letter from a mister.

I am tired. 

I am so tired physically. It’s a daily battle to round up the energy to get through everyday. I am so tired emotionally; of smiling, of letting people know that “I’m good,” and “I’m ok…” because, honestly, there are times where people need to know that I am ok, so that they could be okay. And friends, I am so so tired. 

It’s a daily dance, this grieving season. Some days, I do feel ok. Like today. I had oatmeal for breakfast and a sandwich for lunch, had a smoothie with my fiance, and smiled and laughed and it felt real. I was ok today. 
But then there are others where my stomach is so sensitive, and my body so weak, that thinking about the task of eating just seems like torture. And, on occasion, thinking about sitting at a front desk with a giant smile actually makes walking on coals seem more attractive.
Don’t get me wrong. I am eating three meals a day, and I do feel blessed to have a job in this season, but I need you to understand that this “situation” as social services and family court would deem it, this “situation," which makes even them, the "professionals” unhappy, is a result of the Fall, and my heaven-bound heart can’t handle it everyday–I was not created to handle this. Just like our hearts weren’t created to handle pains like cancer, betrayal, divorce…we weren’t intended for such pains. 

But, they happen. And there’s good in these pains. We can all attest to coming out of those dark times and seeing the light that much brighter-we all have our stories of true redemption. 

And, if I am going to be crudely honest with you for a moment…this situation gets me pissed. Yes, I said it…I am angry. I am angry that there is a system in place that can’t do anything until a child is faced with physical harm. There is nothing being done to prevent the abuse, only react to it. I am angry that there are hundreds of one, two, three and up year olds in Orangewood with no one tucking them in, entering the crisis with them, and looking them in the eyes to speak life-giving, life-changing truths over them–even if their time with them is too short.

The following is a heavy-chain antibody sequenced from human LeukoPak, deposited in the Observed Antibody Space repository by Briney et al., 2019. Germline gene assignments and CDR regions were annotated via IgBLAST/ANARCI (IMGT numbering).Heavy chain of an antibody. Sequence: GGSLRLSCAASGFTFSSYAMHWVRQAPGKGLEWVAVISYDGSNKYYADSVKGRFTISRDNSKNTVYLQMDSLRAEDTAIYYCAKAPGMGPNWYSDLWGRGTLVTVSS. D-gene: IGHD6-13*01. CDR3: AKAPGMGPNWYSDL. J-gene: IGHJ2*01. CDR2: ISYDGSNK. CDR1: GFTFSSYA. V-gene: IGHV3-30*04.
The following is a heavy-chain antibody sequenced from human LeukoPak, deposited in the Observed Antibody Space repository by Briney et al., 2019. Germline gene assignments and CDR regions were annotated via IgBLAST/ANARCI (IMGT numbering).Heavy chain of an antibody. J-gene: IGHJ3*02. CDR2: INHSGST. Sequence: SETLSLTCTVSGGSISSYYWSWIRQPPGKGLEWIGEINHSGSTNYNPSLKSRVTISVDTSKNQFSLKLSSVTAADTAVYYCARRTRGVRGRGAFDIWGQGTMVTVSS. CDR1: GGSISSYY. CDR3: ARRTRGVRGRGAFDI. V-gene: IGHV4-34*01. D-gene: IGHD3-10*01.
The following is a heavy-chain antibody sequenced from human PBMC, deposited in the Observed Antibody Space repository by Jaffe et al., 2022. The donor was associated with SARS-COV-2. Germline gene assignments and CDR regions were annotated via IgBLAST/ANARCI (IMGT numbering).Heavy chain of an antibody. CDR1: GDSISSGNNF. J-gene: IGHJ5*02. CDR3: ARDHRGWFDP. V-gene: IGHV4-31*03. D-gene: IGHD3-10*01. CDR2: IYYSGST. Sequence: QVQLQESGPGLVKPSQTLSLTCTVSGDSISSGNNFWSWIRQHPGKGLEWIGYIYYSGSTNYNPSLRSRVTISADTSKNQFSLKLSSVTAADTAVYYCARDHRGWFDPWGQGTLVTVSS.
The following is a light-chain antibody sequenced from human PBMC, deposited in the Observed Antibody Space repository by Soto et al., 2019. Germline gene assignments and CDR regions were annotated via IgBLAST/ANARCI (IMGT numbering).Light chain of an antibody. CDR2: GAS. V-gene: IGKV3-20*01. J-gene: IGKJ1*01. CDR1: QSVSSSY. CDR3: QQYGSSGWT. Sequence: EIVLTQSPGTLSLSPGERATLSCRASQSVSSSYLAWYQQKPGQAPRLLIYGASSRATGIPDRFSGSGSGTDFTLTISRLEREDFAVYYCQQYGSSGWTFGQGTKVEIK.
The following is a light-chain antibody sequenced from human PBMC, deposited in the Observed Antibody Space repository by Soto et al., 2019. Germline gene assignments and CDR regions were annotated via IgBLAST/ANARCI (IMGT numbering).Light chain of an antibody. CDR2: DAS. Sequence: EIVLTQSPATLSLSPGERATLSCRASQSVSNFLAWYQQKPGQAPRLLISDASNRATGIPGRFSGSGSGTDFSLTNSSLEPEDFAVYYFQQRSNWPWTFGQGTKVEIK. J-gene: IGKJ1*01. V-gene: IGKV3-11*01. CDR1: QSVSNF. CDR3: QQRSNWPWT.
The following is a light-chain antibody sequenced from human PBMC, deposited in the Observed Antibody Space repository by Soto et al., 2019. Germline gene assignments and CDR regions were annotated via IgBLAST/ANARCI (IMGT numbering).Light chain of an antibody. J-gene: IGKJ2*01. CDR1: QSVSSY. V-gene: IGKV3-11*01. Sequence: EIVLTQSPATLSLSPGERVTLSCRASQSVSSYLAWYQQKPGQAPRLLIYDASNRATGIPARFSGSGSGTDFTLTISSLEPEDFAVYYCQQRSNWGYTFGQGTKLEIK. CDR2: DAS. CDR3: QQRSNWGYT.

I am angry that the statistics of successes for adults that aged out of this system (created to protect them) are too dim for anyone to acknowledge, so we turn a blind eye and toss a quarter in their jar as they beg out on the streets. 

What are we doing, California? What are we doing Orange County? What are we doing, Church? 

The legislation set up, for now, is to provide birth-parents with as many chances as possible. But this is where my heart races and my palms sweat–parents (adults) have voices. They can defend themselves and speak up for themselves. Children (let’s take it one step further…) traumatized children breathe innocence-they are just learning their first words and in constant development…we have to cease putting such a giant task on the shoulders of these children. 
It’s time for change. 

But, right now, all we can do is pray, and enter the crisis with them–please, I beg you…don’t shy away just because you might end up with a broken heart. This system is broken because this world is broken, and just as this world was in desperate need of a Savior, these children are in desperate need of a hero to step into the gap for them. 

And there’s things you can do to step in, but the biggest is to pray-our God is 
a God of action; and He is a Father who loves His kids. 

And so I leave you with this verse to pray over the children who have no one to pray with them at night: 

Jeremiah 29:11:
“For I know the plans I have for you,” declares the Lord, “plans to prosper you and not to harm you, plans to give you hope and a future.
 Then you will call on me and come and pray to me, and I will listen to you. You will seek me and find me when you seek me with all your heart. 
I will be found by you,” declares the Lord, “and will bring you back from captivity…”